FTX co-founder Sam Bankman-Fried is escorted by correctional officers to the District Courthouse in Nassau, Bahamas, on December 21, 2022.
Joe Raedle | Getty Images
Sam Bankman-Fried is flying to New York on Wednesday night, according to the Bahamas Attorney General’s office, where he is later scheduled to face arraignment in a US federal court, ending a days-long saga.
Bankman-Fried, 30, was arraigned December 30 in federal court in New York. 9 and arrested three days later by Bahamas law enforcement at the request of US prosecutors.
His attorney, Jerone Roberts, reading from an affidavit issued on 12/20, told the court Bankman-Fried consented to the extradition in part because she had “a desire to cure the clients involved.” Bankman-Fried was “eager to leave,” Roberts told the court.
It’s unclear how his return would help plug the $8 billion balance sheet hole that federal complaints say was the result of risky trades and extravagant spending by FTX executives.
Bankman-Fried faces charges and bail after landing. Unlike other economic cases, however, Bankman-Fried faces unique challenges.
“This is obviously not a typical case,” former federal prosecutor Renato Mariotti told CNBC. “He faces decades in prison. And he has no ties to the SDNY community like a typical defendant would, and he also has ties to a foreign jurisdiction. So prosecutors have a chance of getting the judge to order the detention unless the defendant posts property or substantial cash bail.”
Throughout the extradition nullification process, Bankman-Fried’s legal team in the Bahamas and US attorneys appeared at odds. His legal team initially said it would fight extradition attempts, but on Saturday, a person familiar with the matter told CNBC that the crypto billionaire had changed his mind and would be returning to the United States.
On Monday morning, Bankman-Fried’s attorney in the Bahamas said the former billionaire would not return to the United States without seeing a copy of his indictment, with the attorney telling a Bahamas judge he was “shocked,” Bankman said -Fried ever seen in court.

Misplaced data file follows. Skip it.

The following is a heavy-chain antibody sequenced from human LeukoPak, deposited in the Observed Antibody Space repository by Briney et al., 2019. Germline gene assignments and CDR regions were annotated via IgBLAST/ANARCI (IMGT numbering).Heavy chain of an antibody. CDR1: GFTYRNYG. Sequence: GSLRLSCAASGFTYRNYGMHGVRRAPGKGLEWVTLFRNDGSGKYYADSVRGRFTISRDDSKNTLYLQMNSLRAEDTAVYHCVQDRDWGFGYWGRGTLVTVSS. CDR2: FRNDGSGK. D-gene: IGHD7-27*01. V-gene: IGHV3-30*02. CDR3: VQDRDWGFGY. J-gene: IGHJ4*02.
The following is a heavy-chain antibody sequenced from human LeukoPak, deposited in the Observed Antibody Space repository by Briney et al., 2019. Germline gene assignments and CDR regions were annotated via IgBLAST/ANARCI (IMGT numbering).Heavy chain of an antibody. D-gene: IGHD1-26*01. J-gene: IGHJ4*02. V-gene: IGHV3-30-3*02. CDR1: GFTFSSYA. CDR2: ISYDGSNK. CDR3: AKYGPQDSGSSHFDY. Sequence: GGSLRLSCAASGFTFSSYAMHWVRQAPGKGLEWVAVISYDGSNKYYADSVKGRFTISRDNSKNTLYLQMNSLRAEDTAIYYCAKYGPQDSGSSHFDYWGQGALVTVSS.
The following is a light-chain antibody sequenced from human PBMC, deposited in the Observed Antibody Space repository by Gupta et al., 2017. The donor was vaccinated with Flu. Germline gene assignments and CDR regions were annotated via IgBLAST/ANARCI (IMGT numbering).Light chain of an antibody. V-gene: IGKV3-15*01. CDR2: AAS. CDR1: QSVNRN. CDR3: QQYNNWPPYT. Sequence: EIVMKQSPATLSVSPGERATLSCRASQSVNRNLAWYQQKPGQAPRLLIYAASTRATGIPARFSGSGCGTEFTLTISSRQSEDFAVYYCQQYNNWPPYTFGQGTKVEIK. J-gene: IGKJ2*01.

Chaos ensued as reporters and attorneys for Bankman-Fried tried to find out if the former crypto billionaire would be brought back to the United States for arraignment in federal court.
Finally, on Tuesday, a Bahamas prison official and a source familiar with the matter confirmed that Bankman-Fried had signed the extradition paperwork and would be appearing in Nassau for his final hearing on Thursday.
When Bankman-Fried landed in New York, the previously atypical procedure was to take on a more familiar tenor. In a typical federal case, the defendant “would be transferred to the detention center for retrial prior to the first hearing/indictment,” Braden Perry, former CFTC trial attorney and Kennyhertz Perry’s partner, told CNBC.
“But again, if agreed in advance with the judge in charge of the detention hearing, the court may allow a pre-processing hearing, but that is unlikely. His lawyers could also forego the hearing for the time being, at least for the time being, and request another detailed evidentiary hearing to ensure their best arguments are presented with the proper evidence for incarceration, as getting out before trial is usually a once-in-a-lifetime chance.” continued Perry.
Bankman-Fried is accused by federal law enforcement and financial regulators of what the SEC called one of the largest and “boldest” fraud attempts in recent memory. Replacement CEO John J. Ray described a “complete failure of corporate control” at the company.
Federal regulators have claimed Bankman-Fried used $8 billion in client assets for extravagant real estate purchases and vanity projects, including stadium naming rights and millions in political donations.
CNBC’s Kate Rooney contributed to this report.